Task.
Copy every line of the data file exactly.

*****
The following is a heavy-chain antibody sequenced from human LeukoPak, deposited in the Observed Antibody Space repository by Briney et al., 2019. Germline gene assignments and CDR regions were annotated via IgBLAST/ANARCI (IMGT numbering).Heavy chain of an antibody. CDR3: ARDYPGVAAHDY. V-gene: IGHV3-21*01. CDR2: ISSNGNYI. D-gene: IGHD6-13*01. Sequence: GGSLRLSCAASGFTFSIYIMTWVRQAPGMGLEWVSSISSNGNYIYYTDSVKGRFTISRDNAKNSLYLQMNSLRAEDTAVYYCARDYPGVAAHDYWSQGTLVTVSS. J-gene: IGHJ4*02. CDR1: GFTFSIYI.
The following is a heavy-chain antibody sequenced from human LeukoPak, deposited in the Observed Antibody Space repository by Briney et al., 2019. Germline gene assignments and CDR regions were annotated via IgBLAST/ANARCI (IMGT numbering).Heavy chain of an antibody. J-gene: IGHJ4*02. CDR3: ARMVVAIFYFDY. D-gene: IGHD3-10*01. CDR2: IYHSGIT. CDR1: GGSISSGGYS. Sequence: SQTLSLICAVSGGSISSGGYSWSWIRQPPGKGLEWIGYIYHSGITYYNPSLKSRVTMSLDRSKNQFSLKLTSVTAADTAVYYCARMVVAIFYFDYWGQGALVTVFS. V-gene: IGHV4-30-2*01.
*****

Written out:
The following is a heavy-chain antibody sequenced from human LeukoPak, deposited in the Observed Antibody Space repository by Briney et al., 2019. Germline gene assignments and CDR regions were annotated via IgBLAST/ANARCI (IMGT numbering).Heavy chain of an antibody. CDR3: ARDYPGVAAHDY. V-gene: IGHV3-21*01. CDR2: ISSNGNYI. D-gene: IGHD6-13*01. Sequence: GGSLRLSCAASGFTFSIYIMTWVRQAPGMGLEWVSSISSNGNYIYYTDSVKGRFTISRDNAKNSLYLQMNSLRAEDTAVYYCARDYPGVAAHDYWSQGTLVTVSS. J-gene: IGHJ4*02. CDR1: GFTFSIYI.
The following is a heavy-chain antibody sequenced from human LeukoPak, deposited in the Observed Antibody Space repository by Briney et al., 2019. Germline gene assignments and CDR regions were annotated via IgBLAST/ANARCI (IMGT numbering).Heavy chain of an antibody. J-gene: IGHJ4*02. CDR3: ARMVVAIFYFDY. D-gene: IGHD3-10*01. CDR2: IYHSGIT. CDR1: GGSISSGGYS. Sequence: SQTLSLICAVSGGSISSGGYSWSWIRQPPGKGLEWIGYIYHSGITYYNPSLKSRVTMSLDRSKNQFSLKLTSVTAADTAVYYCARMVVAIFYFDYWGQGALVTVFS. V-gene: IGHV4-30-2*01.